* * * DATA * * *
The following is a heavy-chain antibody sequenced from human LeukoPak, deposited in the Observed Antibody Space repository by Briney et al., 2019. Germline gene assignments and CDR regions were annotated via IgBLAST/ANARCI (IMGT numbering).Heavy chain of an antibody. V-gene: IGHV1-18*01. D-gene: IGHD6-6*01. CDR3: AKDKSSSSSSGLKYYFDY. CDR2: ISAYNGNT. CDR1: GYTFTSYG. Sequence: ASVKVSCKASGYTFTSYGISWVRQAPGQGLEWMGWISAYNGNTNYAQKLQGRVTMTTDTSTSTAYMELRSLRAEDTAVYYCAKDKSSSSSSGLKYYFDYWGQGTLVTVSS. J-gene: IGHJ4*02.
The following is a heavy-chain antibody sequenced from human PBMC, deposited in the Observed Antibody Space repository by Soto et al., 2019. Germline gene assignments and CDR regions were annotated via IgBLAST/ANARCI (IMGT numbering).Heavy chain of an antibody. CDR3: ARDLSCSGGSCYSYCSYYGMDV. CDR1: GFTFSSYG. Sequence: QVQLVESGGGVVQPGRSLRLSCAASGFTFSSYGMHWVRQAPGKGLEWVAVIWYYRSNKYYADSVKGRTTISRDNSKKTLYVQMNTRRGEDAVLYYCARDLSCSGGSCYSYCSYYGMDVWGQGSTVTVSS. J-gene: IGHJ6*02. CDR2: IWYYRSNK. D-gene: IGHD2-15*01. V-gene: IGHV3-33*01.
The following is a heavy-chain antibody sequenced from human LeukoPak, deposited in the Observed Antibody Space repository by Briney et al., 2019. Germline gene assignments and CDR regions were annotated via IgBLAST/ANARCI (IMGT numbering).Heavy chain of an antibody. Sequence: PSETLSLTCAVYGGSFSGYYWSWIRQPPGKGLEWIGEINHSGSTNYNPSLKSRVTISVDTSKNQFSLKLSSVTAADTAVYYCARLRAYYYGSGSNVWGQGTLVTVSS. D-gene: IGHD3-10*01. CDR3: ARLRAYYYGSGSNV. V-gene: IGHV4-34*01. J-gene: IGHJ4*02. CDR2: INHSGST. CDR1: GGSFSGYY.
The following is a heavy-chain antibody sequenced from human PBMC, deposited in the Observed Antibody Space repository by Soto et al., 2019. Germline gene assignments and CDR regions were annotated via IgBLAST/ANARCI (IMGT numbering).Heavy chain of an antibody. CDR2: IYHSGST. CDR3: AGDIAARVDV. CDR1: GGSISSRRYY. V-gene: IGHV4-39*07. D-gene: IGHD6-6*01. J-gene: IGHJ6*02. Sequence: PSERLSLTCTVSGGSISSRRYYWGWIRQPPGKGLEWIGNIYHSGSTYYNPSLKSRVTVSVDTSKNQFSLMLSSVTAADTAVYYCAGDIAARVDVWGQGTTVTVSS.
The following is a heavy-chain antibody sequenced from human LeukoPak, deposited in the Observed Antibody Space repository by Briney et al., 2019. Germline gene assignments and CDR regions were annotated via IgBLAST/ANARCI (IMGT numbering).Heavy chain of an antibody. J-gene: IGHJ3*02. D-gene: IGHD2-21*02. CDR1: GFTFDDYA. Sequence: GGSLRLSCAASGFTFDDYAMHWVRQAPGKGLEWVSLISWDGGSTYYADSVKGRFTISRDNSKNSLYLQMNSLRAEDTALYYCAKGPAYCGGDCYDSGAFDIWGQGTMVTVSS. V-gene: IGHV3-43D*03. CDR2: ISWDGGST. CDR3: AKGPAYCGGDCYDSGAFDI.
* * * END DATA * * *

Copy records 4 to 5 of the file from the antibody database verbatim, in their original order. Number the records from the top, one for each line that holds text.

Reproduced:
The following is a heavy-chain antibody sequenced from human PBMC, deposited in the Observed Antibody Space repository by Soto et al., 2019. Germline gene assignments and CDR regions were annotated via IgBLAST/ANARCI (IMGT numbering).Heavy chain of an antibody. CDR2: IYHSGST. CDR3: AGDIAARVDV. CDR1: GGSISSRRYY. V-gene: IGHV4-39*07. D-gene: IGHD6-6*01. J-gene: IGHJ6*02. Sequence: PSERLSLTCTVSGGSISSRRYYWGWIRQPPGKGLEWIGNIYHSGSTYYNPSLKSRVTVSVDTSKNQFSLMLSSVTAADTAVYYCAGDIAARVDVWGQGTTVTVSS.
The following is a heavy-chain antibody sequenced from human LeukoPak, deposited in the Observed Antibody Space repository by Briney et al., 2019. Germline gene assignments and CDR regions were annotated via IgBLAST/ANARCI (IMGT numbering).Heavy chain of an antibody. J-gene: IGHJ3*02. D-gene: IGHD2-21*02. CDR1: GFTFDDYA. Sequence: GGSLRLSCAASGFTFDDYAMHWVRQAPGKGLEWVSLISWDGGSTYYADSVKGRFTISRDNSKNSLYLQMNSLRAEDTALYYCAKGPAYCGGDCYDSGAFDIWGQGTMVTVSS. V-gene: IGHV3-43D*03. CDR2: ISWDGGST. CDR3: AKGPAYCGGDCYDSGAFDI.